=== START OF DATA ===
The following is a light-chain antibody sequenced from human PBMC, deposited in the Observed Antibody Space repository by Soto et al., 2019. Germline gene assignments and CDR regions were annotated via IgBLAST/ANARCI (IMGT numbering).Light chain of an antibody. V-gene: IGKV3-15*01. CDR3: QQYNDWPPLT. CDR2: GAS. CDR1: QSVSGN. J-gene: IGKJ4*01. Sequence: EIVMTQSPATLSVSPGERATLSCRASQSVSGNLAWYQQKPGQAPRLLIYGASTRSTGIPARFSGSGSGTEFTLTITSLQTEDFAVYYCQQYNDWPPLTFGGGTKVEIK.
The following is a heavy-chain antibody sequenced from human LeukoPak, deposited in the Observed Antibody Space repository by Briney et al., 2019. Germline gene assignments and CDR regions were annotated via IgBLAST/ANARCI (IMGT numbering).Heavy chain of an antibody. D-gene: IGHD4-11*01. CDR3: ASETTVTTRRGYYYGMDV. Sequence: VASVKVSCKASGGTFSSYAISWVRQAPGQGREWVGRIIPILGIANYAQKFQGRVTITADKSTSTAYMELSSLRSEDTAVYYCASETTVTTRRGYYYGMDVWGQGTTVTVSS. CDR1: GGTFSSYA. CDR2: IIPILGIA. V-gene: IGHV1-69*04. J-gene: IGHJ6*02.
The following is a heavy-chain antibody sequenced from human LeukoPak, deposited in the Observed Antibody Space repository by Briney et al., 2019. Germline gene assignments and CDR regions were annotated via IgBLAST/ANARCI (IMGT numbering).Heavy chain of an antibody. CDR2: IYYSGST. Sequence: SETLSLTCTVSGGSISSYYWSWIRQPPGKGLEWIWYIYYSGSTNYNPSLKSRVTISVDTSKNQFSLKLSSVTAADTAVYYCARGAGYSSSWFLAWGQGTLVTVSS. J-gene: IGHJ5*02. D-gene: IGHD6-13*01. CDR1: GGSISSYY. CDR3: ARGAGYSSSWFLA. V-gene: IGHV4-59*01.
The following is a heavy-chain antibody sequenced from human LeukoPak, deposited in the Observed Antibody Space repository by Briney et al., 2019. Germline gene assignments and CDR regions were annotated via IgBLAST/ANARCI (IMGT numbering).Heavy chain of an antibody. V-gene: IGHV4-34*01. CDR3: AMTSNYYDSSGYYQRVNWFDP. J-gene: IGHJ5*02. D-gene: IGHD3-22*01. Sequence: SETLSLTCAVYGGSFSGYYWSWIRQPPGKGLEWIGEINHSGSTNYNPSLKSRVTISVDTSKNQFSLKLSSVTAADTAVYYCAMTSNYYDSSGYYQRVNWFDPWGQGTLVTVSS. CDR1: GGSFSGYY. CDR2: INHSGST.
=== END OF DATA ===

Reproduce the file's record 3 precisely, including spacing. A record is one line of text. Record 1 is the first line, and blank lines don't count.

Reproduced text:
The following is a heavy-chain antibody sequenced from human LeukoPak, deposited in the Observed Antibody Space repository by Briney et al., 2019. Germline gene assignments and CDR regions were annotated via IgBLAST/ANARCI (IMGT numbering).Heavy chain of an antibody. CDR2: IYYSGST. Sequence: SETLSLTCTVSGGSISSYYWSWIRQPPGKGLEWIWYIYYSGSTNYNPSLKSRVTISVDTSKNQFSLKLSSVTAADTAVYYCARGAGYSSSWFLAWGQGTLVTVSS. J-gene: IGHJ5*02. D-gene: IGHD6-13*01. CDR1: GGSISSYY. CDR3: ARGAGYSSSWFLA. V-gene: IGHV4-59*01.